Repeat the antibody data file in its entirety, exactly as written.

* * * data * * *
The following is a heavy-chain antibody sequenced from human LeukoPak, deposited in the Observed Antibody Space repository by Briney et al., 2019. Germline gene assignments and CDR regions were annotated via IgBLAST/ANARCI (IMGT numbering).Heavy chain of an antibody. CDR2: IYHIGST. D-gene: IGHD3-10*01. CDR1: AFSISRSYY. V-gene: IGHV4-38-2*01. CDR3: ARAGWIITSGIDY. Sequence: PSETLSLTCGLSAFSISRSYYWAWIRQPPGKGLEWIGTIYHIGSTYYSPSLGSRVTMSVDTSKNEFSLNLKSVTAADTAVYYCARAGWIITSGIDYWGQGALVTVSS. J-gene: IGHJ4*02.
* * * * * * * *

The following is a heavy-chain antibody sequenced from human LeukoPak, deposited in the Observed Antibody Space repository by Briney et al., 2019. Germline gene assignments and CDR regions were annotated via IgBLAST/ANARCI (IMGT numbering).Heavy chain of an antibody. CDR2: IYHIGST. D-gene: IGHD3-10*01. CDR1: AFSISRSYY. V-gene: IGHV4-38-2*01. CDR3: ARAGWIITSGIDY. Sequence: PSETLSLTCGLSAFSISRSYYWAWIRQPPGKGLEWIGTIYHIGSTYYSPSLGSRVTMSVDTSKNEFSLNLKSVTAADTAVYYCARAGWIITSGIDYWGQGALVTVSS. J-gene: IGHJ4*02.